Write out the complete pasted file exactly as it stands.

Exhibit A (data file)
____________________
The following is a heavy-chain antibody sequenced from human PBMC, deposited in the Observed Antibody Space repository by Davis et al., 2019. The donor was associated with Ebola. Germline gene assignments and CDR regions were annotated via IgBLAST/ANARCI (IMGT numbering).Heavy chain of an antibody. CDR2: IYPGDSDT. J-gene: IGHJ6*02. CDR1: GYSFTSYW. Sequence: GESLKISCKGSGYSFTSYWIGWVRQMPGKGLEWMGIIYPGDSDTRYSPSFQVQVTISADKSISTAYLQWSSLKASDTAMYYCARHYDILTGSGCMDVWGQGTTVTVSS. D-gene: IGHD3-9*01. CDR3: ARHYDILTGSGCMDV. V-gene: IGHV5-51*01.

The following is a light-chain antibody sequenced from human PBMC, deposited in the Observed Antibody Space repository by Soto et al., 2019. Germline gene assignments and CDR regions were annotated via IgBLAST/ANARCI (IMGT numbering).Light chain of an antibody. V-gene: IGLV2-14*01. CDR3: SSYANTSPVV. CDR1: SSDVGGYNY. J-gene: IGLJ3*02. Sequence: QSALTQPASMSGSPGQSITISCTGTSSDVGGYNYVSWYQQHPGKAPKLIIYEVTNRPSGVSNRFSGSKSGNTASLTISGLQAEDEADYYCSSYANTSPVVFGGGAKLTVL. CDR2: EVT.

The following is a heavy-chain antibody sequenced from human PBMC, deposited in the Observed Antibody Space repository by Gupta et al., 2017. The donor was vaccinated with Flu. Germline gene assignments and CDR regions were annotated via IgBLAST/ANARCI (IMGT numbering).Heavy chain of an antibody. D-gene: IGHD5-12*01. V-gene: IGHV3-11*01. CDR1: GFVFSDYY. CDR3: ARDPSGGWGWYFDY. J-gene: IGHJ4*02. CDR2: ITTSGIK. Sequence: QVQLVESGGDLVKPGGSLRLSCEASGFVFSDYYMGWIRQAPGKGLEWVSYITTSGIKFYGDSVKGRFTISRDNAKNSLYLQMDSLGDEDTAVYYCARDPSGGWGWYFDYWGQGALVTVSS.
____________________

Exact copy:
The following is a heavy-chain antibody sequenced from human PBMC, deposited in the Observed Antibody Space repository by Davis et al., 2019. The donor was associated with Ebola. Germline gene assignments and CDR regions were annotated via IgBLAST/ANARCI (IMGT numbering).Heavy chain of an antibody. CDR2: IYPGDSDT. J-gene: IGHJ6*02. CDR1: GYSFTSYW. Sequence: GESLKISCKGSGYSFTSYWIGWVRQMPGKGLEWMGIIYPGDSDTRYSPSFQVQVTISADKSISTAYLQWSSLKASDTAMYYCARHYDILTGSGCMDVWGQGTTVTVSS. D-gene: IGHD3-9*01. CDR3: ARHYDILTGSGCMDV. V-gene: IGHV5-51*01.

The following is a light-chain antibody sequenced from human PBMC, deposited in the Observed Antibody Space repository by Soto et al., 2019. Germline gene assignments and CDR regions were annotated via IgBLAST/ANARCI (IMGT numbering).Light chain of an antibody. V-gene: IGLV2-14*01. CDR3: SSYANTSPVV. CDR1: SSDVGGYNY. J-gene: IGLJ3*02. Sequence: QSALTQPASMSGSPGQSITISCTGTSSDVGGYNYVSWYQQHPGKAPKLIIYEVTNRPSGVSNRFSGSKSGNTASLTISGLQAEDEADYYCSSYANTSPVVFGGGAKLTVL. CDR2: EVT.

The following is a heavy-chain antibody sequenced from human PBMC, deposited in the Observed Antibody Space repository by Gupta et al., 2017. The donor was vaccinated with Flu. Germline gene assignments and CDR regions were annotated via IgBLAST/ANARCI (IMGT numbering).Heavy chain of an antibody. D-gene: IGHD5-12*01. V-gene: IGHV3-11*01. CDR1: GFVFSDYY. CDR3: ARDPSGGWGWYFDY. J-gene: IGHJ4*02. CDR2: ITTSGIK. Sequence: QVQLVESGGDLVKPGGSLRLSCEASGFVFSDYYMGWIRQAPGKGLEWVSYITTSGIKFYGDSVKGRFTISRDNAKNSLYLQMDSLGDEDTAVYYCARDPSGGWGWYFDYWGQGALVTVSS.